Congress Passes the "Adam Walsh Bill" to Protect Children from Abuse: It Is a Good Start, But More Needs to Be Done to Make It Effective By MARCI HAMILTON
Thursday, Jul. 27, 2006
The United States is in the midst of a civil rights movement for children, and not a moment too soon. Not long ago, children were, in effect, treated as their parents' property, and the law did little to protect them from harm. Today, however, there is increasing legislative movement in their interest, and in particular to protect them from violent crimes. But there is still a long path to travel.
On Tuesday, July 25, the House sent President Bush the "Adam Walsh Bill," which institutes a national database of convicted child molesters, increases penalties for sexual and violent offenses against children, and creates a RICO cause of action for child predators and those who conspire with them. (For more on the potential uses of RICO - the federal Racketeering-Influenced Corrupt Organizations statute -- to combat conspiracies fostering child abuse, see my prior column
on the possibility of using the statute against churches that covered up abuse and transferred abusing clergy.)
The bill was backed by John Walsh, of "America's Most Wanted" fame. In 1981, Walsh's six-year-old son Adam was kidnapped and killed. Walsh subsequently founded the National Center for Missing and Exploited Children and dedicated his life to the protection of children. To Walsh's credit, his personal nightmare and what he learned from it have led to great public benefit.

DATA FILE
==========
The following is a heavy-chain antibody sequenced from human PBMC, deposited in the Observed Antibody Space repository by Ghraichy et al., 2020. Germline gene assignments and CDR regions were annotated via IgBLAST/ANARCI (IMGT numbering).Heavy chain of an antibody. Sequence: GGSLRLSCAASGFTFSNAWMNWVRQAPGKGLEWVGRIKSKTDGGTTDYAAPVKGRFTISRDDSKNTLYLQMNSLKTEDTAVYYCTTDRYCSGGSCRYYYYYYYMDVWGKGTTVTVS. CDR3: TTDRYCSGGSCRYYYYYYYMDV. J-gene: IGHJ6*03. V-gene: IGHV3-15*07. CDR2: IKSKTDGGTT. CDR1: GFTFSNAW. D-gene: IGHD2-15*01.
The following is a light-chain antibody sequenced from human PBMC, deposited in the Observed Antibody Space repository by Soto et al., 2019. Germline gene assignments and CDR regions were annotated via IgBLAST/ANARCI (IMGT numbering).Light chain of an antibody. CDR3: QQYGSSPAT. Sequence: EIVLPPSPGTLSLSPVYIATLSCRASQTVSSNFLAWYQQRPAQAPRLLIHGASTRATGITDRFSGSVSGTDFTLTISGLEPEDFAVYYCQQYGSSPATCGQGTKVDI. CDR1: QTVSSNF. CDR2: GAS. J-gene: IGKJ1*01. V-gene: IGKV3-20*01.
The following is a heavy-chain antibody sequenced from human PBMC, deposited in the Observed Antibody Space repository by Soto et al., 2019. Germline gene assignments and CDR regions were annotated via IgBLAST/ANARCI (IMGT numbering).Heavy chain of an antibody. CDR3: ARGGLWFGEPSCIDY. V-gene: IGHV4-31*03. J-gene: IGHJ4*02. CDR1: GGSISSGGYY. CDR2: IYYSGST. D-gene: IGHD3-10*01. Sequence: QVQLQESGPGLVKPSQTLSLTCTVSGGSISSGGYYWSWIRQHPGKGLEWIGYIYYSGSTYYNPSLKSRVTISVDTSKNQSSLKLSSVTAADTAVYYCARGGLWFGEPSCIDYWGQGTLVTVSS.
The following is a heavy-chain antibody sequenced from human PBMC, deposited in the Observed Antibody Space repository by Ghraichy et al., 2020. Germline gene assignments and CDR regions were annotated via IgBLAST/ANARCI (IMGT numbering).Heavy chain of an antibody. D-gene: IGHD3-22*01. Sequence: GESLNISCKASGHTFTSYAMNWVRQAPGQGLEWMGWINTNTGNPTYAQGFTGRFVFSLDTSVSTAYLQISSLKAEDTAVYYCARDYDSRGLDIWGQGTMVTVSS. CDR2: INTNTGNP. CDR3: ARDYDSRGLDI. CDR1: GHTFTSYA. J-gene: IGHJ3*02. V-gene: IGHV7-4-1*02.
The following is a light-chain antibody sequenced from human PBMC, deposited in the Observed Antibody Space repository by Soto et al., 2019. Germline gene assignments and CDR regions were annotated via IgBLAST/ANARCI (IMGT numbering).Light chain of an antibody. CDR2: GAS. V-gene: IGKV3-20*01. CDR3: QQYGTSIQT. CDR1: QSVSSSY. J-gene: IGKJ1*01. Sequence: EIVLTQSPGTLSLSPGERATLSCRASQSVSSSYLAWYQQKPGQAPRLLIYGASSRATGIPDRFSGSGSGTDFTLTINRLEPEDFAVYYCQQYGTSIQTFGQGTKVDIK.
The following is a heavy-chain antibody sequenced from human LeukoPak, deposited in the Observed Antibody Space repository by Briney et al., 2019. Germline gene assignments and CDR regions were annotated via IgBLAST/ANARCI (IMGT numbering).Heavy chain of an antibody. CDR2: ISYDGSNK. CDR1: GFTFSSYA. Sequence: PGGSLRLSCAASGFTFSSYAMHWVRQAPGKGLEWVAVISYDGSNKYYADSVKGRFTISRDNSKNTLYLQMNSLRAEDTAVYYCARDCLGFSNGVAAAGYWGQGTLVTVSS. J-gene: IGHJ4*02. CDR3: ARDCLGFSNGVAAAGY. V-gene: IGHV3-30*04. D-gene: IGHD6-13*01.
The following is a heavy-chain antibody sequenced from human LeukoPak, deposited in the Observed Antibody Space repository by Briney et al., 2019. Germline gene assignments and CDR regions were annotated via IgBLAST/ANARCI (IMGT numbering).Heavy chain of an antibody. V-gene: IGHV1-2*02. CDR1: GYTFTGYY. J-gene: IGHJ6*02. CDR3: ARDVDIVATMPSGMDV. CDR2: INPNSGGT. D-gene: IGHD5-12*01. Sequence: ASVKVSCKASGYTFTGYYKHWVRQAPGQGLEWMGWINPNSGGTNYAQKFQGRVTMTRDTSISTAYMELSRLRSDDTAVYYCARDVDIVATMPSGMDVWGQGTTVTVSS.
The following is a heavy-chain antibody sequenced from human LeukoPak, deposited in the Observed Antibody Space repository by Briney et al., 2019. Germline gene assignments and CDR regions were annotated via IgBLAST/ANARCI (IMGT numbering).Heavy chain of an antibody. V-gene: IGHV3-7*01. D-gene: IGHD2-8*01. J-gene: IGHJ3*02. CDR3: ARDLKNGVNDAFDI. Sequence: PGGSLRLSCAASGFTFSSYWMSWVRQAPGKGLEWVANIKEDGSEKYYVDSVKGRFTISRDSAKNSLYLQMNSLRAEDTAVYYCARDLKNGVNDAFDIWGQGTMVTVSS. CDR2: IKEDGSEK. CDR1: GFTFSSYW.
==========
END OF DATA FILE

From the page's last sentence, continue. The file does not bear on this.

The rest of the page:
The Adam Walsh Bill is a good law for children, and there is every reason for President Bush to sign it. It keeps child predators in jail longer, increases public information about the location of predators, and opens a new means of bringing predators to justice through a RICO theory. But it is not enough.
Children surely need further protection, on both the state and federal level. And the agency charged with implementing the Adam Walsh Bill, by creating the database, must be careful to ensure that it is not plagued with the same search problems that affect, for example, the Pennsylvania Megan's Law database. The Inaccuracies in Pennsylvania's Predator Database
The Adam Walsh bill requires convicted child predators to register for an online database, which will be accessible to citizens. Failure to register is a felony.